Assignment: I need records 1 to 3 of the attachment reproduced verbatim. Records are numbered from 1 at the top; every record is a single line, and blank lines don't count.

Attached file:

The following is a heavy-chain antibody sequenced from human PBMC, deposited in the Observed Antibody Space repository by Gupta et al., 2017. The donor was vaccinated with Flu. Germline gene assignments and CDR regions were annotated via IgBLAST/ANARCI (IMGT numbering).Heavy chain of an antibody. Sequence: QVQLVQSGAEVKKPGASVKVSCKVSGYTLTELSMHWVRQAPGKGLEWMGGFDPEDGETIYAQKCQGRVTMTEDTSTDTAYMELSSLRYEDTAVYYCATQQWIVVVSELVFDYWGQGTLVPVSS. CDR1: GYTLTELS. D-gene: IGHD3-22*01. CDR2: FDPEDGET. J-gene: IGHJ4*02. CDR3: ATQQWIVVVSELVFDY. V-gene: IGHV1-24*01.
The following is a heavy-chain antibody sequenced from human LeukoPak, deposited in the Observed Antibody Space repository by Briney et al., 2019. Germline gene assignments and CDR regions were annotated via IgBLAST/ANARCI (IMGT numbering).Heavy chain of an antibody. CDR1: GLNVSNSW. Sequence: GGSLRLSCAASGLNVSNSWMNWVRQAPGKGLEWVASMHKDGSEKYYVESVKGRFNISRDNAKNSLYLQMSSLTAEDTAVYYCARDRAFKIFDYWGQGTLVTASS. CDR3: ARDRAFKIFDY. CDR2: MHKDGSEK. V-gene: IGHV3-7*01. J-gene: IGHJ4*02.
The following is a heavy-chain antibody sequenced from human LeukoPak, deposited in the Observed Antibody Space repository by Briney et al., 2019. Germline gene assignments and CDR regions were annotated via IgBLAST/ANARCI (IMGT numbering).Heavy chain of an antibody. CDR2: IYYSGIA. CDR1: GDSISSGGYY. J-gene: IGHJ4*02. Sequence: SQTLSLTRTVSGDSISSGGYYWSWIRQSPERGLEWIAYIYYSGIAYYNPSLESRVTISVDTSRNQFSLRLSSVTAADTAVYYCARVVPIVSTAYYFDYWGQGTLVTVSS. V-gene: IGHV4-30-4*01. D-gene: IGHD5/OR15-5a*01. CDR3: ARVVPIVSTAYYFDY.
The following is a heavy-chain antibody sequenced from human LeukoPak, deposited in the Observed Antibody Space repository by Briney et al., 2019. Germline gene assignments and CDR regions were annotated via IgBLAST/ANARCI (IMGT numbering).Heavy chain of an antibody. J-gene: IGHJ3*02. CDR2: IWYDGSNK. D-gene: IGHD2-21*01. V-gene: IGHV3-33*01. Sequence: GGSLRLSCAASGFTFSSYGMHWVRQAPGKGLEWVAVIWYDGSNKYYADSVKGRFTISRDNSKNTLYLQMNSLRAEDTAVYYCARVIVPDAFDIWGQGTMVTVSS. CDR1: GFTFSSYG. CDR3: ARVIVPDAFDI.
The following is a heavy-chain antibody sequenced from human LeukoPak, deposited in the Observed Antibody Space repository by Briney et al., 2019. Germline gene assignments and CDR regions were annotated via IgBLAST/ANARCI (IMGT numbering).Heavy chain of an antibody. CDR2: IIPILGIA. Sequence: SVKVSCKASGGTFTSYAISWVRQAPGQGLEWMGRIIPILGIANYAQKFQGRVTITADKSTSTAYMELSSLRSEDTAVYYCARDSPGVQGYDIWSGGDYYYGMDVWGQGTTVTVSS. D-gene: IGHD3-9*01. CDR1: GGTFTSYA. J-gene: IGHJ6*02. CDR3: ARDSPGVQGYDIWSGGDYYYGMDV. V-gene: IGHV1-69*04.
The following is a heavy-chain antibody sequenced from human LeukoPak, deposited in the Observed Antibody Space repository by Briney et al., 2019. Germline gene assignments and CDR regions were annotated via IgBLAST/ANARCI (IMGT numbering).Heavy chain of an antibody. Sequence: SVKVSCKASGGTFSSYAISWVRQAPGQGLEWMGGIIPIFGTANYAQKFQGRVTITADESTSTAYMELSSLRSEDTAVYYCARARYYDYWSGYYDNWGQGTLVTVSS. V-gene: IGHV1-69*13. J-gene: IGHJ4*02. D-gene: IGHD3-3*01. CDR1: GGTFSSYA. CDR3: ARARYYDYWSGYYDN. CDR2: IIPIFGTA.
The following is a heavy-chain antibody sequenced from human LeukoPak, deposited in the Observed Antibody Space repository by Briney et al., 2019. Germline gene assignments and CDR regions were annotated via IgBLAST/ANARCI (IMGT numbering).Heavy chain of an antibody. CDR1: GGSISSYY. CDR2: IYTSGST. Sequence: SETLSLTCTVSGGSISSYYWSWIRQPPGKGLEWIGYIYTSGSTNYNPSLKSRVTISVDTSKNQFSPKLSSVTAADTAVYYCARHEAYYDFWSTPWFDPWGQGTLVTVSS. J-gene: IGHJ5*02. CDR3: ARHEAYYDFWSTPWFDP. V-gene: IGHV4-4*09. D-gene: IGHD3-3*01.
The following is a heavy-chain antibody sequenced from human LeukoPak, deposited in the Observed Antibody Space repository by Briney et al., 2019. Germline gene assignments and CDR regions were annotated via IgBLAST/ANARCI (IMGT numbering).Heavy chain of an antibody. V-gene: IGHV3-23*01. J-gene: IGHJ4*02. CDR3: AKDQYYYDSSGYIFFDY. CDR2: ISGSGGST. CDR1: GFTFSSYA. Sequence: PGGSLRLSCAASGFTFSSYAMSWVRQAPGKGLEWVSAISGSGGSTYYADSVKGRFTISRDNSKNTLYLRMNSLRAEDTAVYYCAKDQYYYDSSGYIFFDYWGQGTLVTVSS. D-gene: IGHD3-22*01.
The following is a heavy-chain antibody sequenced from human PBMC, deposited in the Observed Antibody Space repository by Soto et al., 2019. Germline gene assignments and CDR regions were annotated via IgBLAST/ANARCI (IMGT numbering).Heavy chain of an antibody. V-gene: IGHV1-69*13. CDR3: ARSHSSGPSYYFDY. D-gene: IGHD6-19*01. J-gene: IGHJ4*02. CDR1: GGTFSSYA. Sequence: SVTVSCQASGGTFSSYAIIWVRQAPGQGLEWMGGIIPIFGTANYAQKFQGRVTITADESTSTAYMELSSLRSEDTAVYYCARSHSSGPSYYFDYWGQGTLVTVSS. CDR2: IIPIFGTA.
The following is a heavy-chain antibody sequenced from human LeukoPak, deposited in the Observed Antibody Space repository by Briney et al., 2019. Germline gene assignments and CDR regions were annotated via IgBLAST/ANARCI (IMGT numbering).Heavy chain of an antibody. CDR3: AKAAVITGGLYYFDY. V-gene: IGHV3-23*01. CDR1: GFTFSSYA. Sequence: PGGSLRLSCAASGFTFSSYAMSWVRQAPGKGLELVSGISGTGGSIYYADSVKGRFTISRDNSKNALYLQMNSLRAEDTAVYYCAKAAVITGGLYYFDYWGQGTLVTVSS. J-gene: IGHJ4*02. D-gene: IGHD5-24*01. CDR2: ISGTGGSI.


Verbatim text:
The following is a heavy-chain antibody sequenced from human PBMC, deposited in the Observed Antibody Space repository by Gupta et al., 2017. The donor was vaccinated with Flu. Germline gene assignments and CDR regions were annotated via IgBLAST/ANARCI (IMGT numbering).Heavy chain of an antibody. Sequence: QVQLVQSGAEVKKPGASVKVSCKVSGYTLTELSMHWVRQAPGKGLEWMGGFDPEDGETIYAQKCQGRVTMTEDTSTDTAYMELSSLRYEDTAVYYCATQQWIVVVSELVFDYWGQGTLVPVSS. CDR1: GYTLTELS. D-gene: IGHD3-22*01. CDR2: FDPEDGET. J-gene: IGHJ4*02. CDR3: ATQQWIVVVSELVFDY. V-gene: IGHV1-24*01.
The following is a heavy-chain antibody sequenced from human LeukoPak, deposited in the Observed Antibody Space repository by Briney et al., 2019. Germline gene assignments and CDR regions were annotated via IgBLAST/ANARCI (IMGT numbering).Heavy chain of an antibody. CDR1: GLNVSNSW. Sequence: GGSLRLSCAASGLNVSNSWMNWVRQAPGKGLEWVASMHKDGSEKYYVESVKGRFNISRDNAKNSLYLQMSSLTAEDTAVYYCARDRAFKIFDYWGQGTLVTASS. CDR3: ARDRAFKIFDY. CDR2: MHKDGSEK. V-gene: IGHV3-7*01. J-gene: IGHJ4*02.
The following is a heavy-chain antibody sequenced from human LeukoPak, deposited in the Observed Antibody Space repository by Briney et al., 2019. Germline gene assignments and CDR regions were annotated via IgBLAST/ANARCI (IMGT numbering).Heavy chain of an antibody. CDR2: IYYSGIA. CDR1: GDSISSGGYY. J-gene: IGHJ4*02. Sequence: SQTLSLTRTVSGDSISSGGYYWSWIRQSPERGLEWIAYIYYSGIAYYNPSLESRVTISVDTSRNQFSLRLSSVTAADTAVYYCARVVPIVSTAYYFDYWGQGTLVTVSS. V-gene: IGHV4-30-4*01. D-gene: IGHD5/OR15-5a*01. CDR3: ARVVPIVSTAYYFDY.